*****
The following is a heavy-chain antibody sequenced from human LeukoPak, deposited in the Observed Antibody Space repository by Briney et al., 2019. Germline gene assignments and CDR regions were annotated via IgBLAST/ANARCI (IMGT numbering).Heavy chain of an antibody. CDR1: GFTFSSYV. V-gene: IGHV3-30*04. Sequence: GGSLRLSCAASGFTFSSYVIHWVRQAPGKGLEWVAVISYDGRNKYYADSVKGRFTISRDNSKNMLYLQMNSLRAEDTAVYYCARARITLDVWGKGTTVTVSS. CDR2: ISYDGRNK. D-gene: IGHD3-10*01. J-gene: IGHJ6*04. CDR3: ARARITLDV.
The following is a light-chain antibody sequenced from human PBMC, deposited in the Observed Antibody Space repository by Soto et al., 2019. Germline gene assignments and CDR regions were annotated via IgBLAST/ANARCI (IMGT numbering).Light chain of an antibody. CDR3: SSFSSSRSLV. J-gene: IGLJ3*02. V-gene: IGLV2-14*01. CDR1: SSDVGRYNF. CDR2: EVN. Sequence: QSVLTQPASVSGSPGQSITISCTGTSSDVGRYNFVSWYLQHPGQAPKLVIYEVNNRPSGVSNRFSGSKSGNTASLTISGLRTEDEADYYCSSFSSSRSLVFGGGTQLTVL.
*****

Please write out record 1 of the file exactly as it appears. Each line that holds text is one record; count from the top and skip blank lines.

The following is a heavy-chain antibody sequenced from human LeukoPak, deposited in the Observed Antibody Space repository by Briney et al., 2019. Germline gene assignments and CDR regions were annotated via IgBLAST/ANARCI (IMGT numbering).Heavy chain of an antibody. CDR1: GFTFSSYV. V-gene: IGHV3-30*04. Sequence: GGSLRLSCAASGFTFSSYVIHWVRQAPGKGLEWVAVISYDGRNKYYADSVKGRFTISRDNSKNMLYLQMNSLRAEDTAVYYCARARITLDVWGKGTTVTVSS. CDR2: ISYDGRNK. D-gene: IGHD3-10*01. J-gene: IGHJ6*04. CDR3: ARARITLDV.